Last night was marketed as “Make America Work Again” night at the Republican National Convention, but based on what we heard, the GOP policy for “fixing” our 4.9 percent unemployment rate and all-time record 76 consecutive months of job growth is to bash the record and character of Hillary Clinton, over and over again, with speaker after speaker picking up the same worn cudgels.
Or as the crowd last night put it, “Lock her up! Lock her up!”
It’s a perfect illustration of why the Republican Party finds itself in this predicament.
Let’s acknowledge at the start that partisan politics has never been a game for the thin-skinned, and that harsh attacks on your opponent’s record and character are to be expected. However, there is supposed to be a larger purpose behind it, a set of actual goals that you’re trying to achieve, and the GOP has had few if any. So for more than seven years now, GOP leadership has tried to gin up irrational rage against their opponents, first against Barack Obama and now against Hillary Clinton, as a distraction from the more difficult job of actually proposing and articulating policy.
They’ve railed endlessly against ObamaCare, casting Lord knows how many votes to repeal it, but in all that time they have yet to agree upon a health-care alternative of their own. They control both the House and the Senate, yet they cannot wrangle the minimum level of agreement among themselves that would be needed to pass a budget. President Obama has long sought congressional approval for his ongoing military actions against ISIS, but again Republicans in Congress can’t agree among themselves about what that document should say, so again they’ve chosen to say nothing.
Officially, they do still hew to the most extreme culture-war positions. The 2016 GOP platform opposes abortion, even in situations involving rape, incest and detectable fatal birth defects in the fetus. It wants the Bible taught in public schools, it opposes embryonic stem-cell research, and it still demands an amendment to the Constitution that would outlaw gay marriage. Overall, the Log Cabin Republicans acknowledge it as ““the most anti-L.G.B.T. platform in the party’s 162-year history.”
The 2016 GOP platform also proposes to abolish what little remains of our comatose campaign-finance regulation system, with churches freed to become partisan political actors and contribution limits eliminated. But again, you’ve heard nary a mention of any of that in the convention, not with the whole country watching and listening. Hillary-bashing fills the void nicely.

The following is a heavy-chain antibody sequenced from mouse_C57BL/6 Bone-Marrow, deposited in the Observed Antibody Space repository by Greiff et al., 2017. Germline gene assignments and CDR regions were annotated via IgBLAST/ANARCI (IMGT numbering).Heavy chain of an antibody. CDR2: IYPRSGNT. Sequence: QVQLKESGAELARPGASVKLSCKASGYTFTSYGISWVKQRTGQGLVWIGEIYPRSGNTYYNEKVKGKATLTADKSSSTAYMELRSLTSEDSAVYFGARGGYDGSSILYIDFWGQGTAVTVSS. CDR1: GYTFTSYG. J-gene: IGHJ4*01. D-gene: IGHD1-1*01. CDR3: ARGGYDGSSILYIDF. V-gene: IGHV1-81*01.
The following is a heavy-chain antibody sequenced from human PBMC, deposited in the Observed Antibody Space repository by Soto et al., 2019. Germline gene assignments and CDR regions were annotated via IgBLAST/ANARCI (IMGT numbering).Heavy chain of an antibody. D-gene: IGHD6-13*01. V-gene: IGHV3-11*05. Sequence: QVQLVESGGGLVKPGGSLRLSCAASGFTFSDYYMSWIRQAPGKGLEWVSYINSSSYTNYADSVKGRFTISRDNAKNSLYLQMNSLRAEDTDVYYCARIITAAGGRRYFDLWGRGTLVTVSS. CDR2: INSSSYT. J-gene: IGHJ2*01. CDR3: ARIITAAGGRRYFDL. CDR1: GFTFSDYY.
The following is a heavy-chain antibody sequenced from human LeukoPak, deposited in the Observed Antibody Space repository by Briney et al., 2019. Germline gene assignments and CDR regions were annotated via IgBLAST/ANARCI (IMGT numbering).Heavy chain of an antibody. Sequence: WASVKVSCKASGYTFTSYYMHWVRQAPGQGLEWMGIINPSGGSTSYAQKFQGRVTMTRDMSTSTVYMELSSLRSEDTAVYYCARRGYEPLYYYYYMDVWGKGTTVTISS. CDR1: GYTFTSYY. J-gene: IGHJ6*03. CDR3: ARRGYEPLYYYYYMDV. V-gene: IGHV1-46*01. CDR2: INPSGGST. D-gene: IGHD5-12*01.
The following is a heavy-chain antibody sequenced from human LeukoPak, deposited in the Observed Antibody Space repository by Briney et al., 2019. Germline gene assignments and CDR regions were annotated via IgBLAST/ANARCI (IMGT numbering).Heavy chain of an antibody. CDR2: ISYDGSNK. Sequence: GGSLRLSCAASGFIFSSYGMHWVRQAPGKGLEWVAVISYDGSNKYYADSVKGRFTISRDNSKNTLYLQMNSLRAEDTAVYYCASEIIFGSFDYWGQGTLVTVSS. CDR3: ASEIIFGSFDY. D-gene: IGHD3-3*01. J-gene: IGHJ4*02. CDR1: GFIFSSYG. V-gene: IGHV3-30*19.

They also still have an economic policy, which House Speaker Paul Ryan tried to defend last night pretty much alone. But even with everything that has happened, and even with Ryan’s attempts at repackaging, it still amounts to huge tax cuts for the wealthy, deregulation of Wall Street banks and proposals to “save” middle-class programs such as Social Security and Medicare by slashing benefits and privatizing them whenever possible. The world has changed, the nature and form of our economic challenges have changed, but they have not. In every single policy area, their solution to the growing power imbalance between workers and corporate America has been to strengthen the hand of corporate America, as if the root of our problems is that the wealthy and powerful are not yet wealthy and powerful enough, and that the rest of us have it too easy.
Trump too is a huge advocate of tax cuts for the wealthy — according to the Tax Policy Center, the average tax cut for the top 1 percent under Trump’s tax plan would be $275,000, or five times the total annual income of the typical American household. However, Trump’s economic “policy” is also founded on a repudiation of free-trade agreements that traditional Republicans have long championed. So rather than expose that nasty little disagreement, they again choose to say little or nothing.
And then there’s Trump. More Republicans voted against him in the primaries than for him, and he remains a deeply divisive figure even within the party that nominated him. Much of the GOP elite has stayed far away from Cleveland, including Ohio Gov. John Kasich, wanting nothing to do with Trump’s coronation as party leader. And if they can’t rally in unity around Trump, they can at least agree that they really really really hate Clinton.
It’s not much of an organizing principle, but you take what can get sometimes.